Wikipedia is an interesting open-source encyclopedia to consult and use when researching topics of interest such as Digital Humanities. The website was created in 2001 and has since been updated and has had new content added frequently on various topics. Wikipedia is a site that anyone can edit and add content on any page. My main concern with the website is how valid and accurate are the various edits and changes. The site has improved concerning the accuracy of its information. I would never cite a Wikipedia article in a research paper or academic article purely because of the above idea. Nevertheless, it is an important tertiary source to lead a researcher and scholar to accurate information within primary and secondary sources.

A researcher should skim a Wikipedia article in order to learn a new topic as well as obtain background information on when the article was created. Before analyzing a Wikipedia article I read “Can History be Open Source? Wikipedia and the Future of the Past” by Dr. Roy Rosenzweig located here that outlined how Wikipedia relates to historians and our work. Historians need to be engaged with digital scholarship as well as other forms of digital media such as Wikipedia. Wikipedia can be a useful place to find information with the click of a button. Nevertheless, it is up to the user to discern whether the information they read is true and factually accurate.

When evaluating a Wikipedia article you need to ask when was the site created, updated, and who has frequently contributed to the specific page? For the purpose of this blog post, I analyzed the Wikipedia article Digital Humanities located here.  

First, you should click on the top-right header entitled “View History” to analyze the article’s revision history. The above page was created on January 30, 2006, and has been subsequently revised as of its most recent revision on October 19, 2020. The page maintains a record of individuals who have made edits and changes over time. You should pay attention to who has made edits as well as their credentials and consult their published articles, books, and other media if you want to learn more about a specific topic. The reader should remain skeptical about edits made by unknown accounts or other accounts that have not demonstrated even a beginner knowledge of a specific topic. Wikipedia is only as reliable as the credentials of researchers and editors behind the pages. Various early edits to the digital humanities Wikipedia article were made by Elijah H Meeks, a Digital Humanities specialist at Stanford University, and Dr. Gabriel Bodard, a Reader of Digital Classics at the Institute of Classical Studies through the University of London.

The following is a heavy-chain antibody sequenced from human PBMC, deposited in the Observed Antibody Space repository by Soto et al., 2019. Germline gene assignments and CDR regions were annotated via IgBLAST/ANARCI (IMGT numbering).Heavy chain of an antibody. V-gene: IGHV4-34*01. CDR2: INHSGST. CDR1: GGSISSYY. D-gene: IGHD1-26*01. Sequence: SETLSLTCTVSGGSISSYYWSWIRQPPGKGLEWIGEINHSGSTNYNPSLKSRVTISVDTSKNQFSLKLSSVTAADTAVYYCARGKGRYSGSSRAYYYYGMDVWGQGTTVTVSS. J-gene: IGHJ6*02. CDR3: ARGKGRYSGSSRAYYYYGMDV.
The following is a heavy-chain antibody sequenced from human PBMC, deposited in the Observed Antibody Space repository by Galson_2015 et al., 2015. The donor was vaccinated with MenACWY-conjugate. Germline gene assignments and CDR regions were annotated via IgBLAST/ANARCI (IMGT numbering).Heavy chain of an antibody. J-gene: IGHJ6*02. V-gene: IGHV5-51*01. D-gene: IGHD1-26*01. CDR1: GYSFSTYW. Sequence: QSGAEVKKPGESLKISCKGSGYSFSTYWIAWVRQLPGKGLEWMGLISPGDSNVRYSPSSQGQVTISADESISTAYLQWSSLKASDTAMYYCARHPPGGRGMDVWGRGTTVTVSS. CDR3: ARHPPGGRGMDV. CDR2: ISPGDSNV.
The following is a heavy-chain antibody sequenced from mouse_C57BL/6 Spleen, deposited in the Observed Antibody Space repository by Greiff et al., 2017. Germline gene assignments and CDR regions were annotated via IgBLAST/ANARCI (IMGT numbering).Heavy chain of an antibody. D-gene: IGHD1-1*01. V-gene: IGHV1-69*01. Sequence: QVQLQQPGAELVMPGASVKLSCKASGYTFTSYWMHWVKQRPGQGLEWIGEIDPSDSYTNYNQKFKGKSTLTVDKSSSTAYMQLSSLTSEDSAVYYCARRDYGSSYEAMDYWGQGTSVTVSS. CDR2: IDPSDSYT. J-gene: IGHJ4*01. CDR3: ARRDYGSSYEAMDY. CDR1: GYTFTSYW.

After asking what credentials do various editors have when they revise articles you should begin to read sections of the article that interest you as well as subsequent concluding sections such as References, Bibliography, External Links, and Further Reading. You can subsequently select the “Talk” header on the top right of the Wikipedia article next to “Article” The Talk page is an interesting tool to learn more about how the editors visualize how the page will look, the information will be displayed, and how they will convey the most accurate information to the reader.

Wikipedia is an enormous free encyclopedia that contains five pillars that make up the website. The reader should consult these pillars before he begins to analyze an article. They are located here. The pillars describe what Wikipedia is and act as a double-edged sword. They spell out the rules of the site as well as state anyone can edit a particular page regardless of credentials. In my opinion, this creates a problem where entire pages or sections of pages can be changed to depict inaccurate information and harm the researcher through the incorrect information. The pillars state that Wikipedia should be written from a neutral view but subsequently allow anyone to edit an article without a system of submitting credentials for certification.

The good news is that all revisions are saved through Wikipedia so an individual could skim and scan through past revision dates to bring the correct information to the public again. The reader should use the above means of the view history and talk headers to assess the content and factual accuracy of any Wikipedia article they read. I have encountered inaccurate information on Wikipedia articles from the history of U.S. Reconstruction to Neuroscience among other articles that bridge the gap between the Humanities and STEM education. The ability for anyone to edit Wikipedia presents an avenue of free and open-source information but that power can bombard the diligent editor when they encounter additional editors who deliberately write and edit inaccurate information. I read the article “Encyclopedia Frown” by writer and software engineer David Auerbach. It is an interesting read on his journey with Wikipedia’s editing function. I have not experienced that level of misinformation. His article is located here. I agree that there is a gender imbalance in who edits Wikipedia articles as well as how information is displayed. I uncovered a Jstor article that explains more on the topic located here, 

Wikipedia has its fair share of biased articles and webpages edited through the eyes and credentials or lack of credentials from those who edit articles through their own name or an anonymous screen name. It is your obligation as the reader to think critically about the information you read.

Wikipedia is useful to historians, researchers, scholars, and individuals who desire to learn something new. Its ability that allows anyone to edit a page further stresses the importance of critical thinking, fact-checking, and reading a variety of sources on a specific topic.

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